- The Washington Times - Sunday, January 6, 2008

MANCHESTER, N.H. — Needing a win in the nation’s first primary state after a stunning defeat in Iowa, Mitt Romney lashed out last night at his Republican foes, ripping Mike Huckabee on foreign policy and Sen. John McCain over illegal immigration.

During a 90-minute, prime-time debate just three days before the New Hampshire primary, the former Mass- achusetts governor derided the Arizona senator’s guest-worker proposal as amnesty.

“You just described what most people would say is a form of amnesty,” said Mr. Romney, who is running an ad in the state that says Mr. McCain “wrote the amnesty bill that America rejected.”

The senator fired back because he also needs to win New Hampshire to keep his presidential aspirations alive and is surging in the latest state polls.

“It’s not amnesty,” he said last night, although he has long backed a path to citizenship for millions of illegals living in the country. “My friend, you can spend your whole fortune on these attack ads, but it still won’t be true.”

Mr. Romney spent $20 million in Iowa but lost by nine percentage points. He aggressively targeted his chief foes, including Mr. Huckabee, who won Iowa even though he was outspent 20-1. As he attacked his opponents, Mr. Romney often chided them for making the debate personal.

To Mr. McCain, he said: “Senator, is there a way to have this about issues and not about personal attacks?”

But Mr. McCain kept up his attack. He had just finished in a surprising tie for third in Iowa after all but abandoning the state.

When the candidates debated who best offers a new course for America, Mr. McCain ridiculed Mr. Romney for his flip-flops on major issues, saying to him, with a laugh: “We disagree on a lot of issues, but I agree, you are the candidate of change.”

Mr. Huckabee fired back, too, after Mr. Romney admonished him not to characterize his position on the Iraq war. “Which one?” he asked.

For the first time in months, the policies of President Bush became a top issue of debate. All but long-shot candidate Rep. Ron Paul of Texas voiced support for Mr. Bush’s policy to stay the course in Iraq. Most said there will be a lengthy war against radical Islamic extremists bent on killing Americans, which will require executive courage and the ability to look beyond the polls.

Mr. Huckabee, a former Arkansas governor and former Baptist minister, once derided the president for having what he called an “arrogant” foreign policy, but last night, he backtracked from those words.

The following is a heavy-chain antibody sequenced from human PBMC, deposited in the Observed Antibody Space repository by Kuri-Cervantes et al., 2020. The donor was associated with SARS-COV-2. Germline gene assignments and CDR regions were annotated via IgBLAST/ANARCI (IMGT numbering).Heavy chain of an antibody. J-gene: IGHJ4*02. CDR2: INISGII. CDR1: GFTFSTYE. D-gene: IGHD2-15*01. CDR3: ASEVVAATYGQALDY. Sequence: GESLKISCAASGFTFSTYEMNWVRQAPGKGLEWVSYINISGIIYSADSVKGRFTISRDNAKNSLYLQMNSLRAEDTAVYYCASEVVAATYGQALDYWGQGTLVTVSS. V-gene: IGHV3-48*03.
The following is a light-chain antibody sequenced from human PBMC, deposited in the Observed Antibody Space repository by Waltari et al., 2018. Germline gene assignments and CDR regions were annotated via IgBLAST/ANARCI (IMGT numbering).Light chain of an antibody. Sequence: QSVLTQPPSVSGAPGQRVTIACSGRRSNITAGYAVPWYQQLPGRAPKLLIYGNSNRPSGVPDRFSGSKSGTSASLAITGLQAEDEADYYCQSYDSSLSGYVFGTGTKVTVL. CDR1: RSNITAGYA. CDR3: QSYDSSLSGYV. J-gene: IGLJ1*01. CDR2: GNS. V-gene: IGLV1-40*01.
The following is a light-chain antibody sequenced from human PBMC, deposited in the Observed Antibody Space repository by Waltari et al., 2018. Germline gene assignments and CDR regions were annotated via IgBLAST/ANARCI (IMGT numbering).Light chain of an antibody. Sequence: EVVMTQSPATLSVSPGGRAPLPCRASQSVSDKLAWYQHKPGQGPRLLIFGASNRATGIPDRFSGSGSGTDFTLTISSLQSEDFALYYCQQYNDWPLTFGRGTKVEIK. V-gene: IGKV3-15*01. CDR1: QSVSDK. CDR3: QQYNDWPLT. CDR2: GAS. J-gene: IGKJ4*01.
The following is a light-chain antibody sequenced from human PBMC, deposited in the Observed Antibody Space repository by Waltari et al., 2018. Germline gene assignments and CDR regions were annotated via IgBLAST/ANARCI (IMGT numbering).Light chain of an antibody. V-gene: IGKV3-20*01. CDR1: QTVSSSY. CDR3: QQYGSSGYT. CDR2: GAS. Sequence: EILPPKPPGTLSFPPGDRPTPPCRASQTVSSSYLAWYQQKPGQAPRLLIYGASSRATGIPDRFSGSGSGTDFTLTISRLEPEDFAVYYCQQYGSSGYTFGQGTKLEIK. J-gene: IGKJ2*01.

“I was speaking to the fact that there were times when we gave the world the impression that we were going to ignore what they thought,” he said, “but the fact is, we’re going to do what is best for the American people.”

Eying Mr. Romney, he said: “I supported the surge when you didn’t.”

Mr. Romney’s campaign quickly e-mailed reporters with a Huckabee quote to a different effect. “Well, I’m not sure that I support the troop surge, if that surge has to come from our Guard and Reserve troops, which have really been overly stretched,” it said he told MSNBC last January.

Former Tennessee Sen. Fred Thompson, who surprised political pundits by tying for third in Iowa after a lethargic campaign, also disputed Mr. Huckabee’s new version.

“I think that maybe the governor’s rethought his comments. … I don’t think our foreign policy has been arrogant. Presidents are not perfect. Policies are not perfect. But the bottom line is we are in a global war with radical Islam.”

Former New York City Mayor Rudolph W. Giuliani, running a distant fourth in New Hampshire and banking on his national security resume, also supported Mr. Bush’s decisions.

“I think the president got the big decision of his presidency right — the big decision that he made on September 20th, 2001, when he put us on offense against Islamic terrorism,” he said.

ABC News debate moderator Charles Gibson said he was going to violate his own rules and allow a question on video. He then showed Mr. Bush from his Dec. 20 White House press conference, posing a question to aspirants to his job.

“If I were asking questions to people running for office, I’d say: ‘What are the principles that [they] will stand on in good times and bad times?’ ” He said he would be “very hesitant” to support somebody who relied on opinion polls for making decisions.

Mr. McCain said that he alone among the Republican candidates supported the president’s surge of troops into Iraq, even as his poll numbers plummeted over the summer. “That was a low point, but I stuck to it. I didn’t change. I didn’t say we needed a secret plan for withdrawal. I said that we can prevail.”

Mr. Giuliani said what the president “had in mind is that at the core of leadership is knowing what you believe, standing for something. … Too many people in politics today put their finger up and go with the poll.”

The race in New Hampshire has changed quickly. Polls taken before the Iowa caucuses showed Mr. Romney and Mr. McCain in a dead heat, but the Arizona senator, who tied for third in Iowa, received a much larger bounce than the former Massachusetts governor.

A poll taken in the two days after the Iowa caucuses puts Mr. Romney at 27 percent, while Mr. McCain has surged to 33 percent. All others trailed by double digits, with Mr. Giuliani at 14 percent and Mr. Huckabee at 11 percent, according to the CNN-WMUR poll of 313 likely voters in New Hampshire.

Mr. Huckabee, who won over Iowa evangelicals to win the nation’s first presidential contest, got virtually no bounce from the win, moving up just one point in the latest poll.



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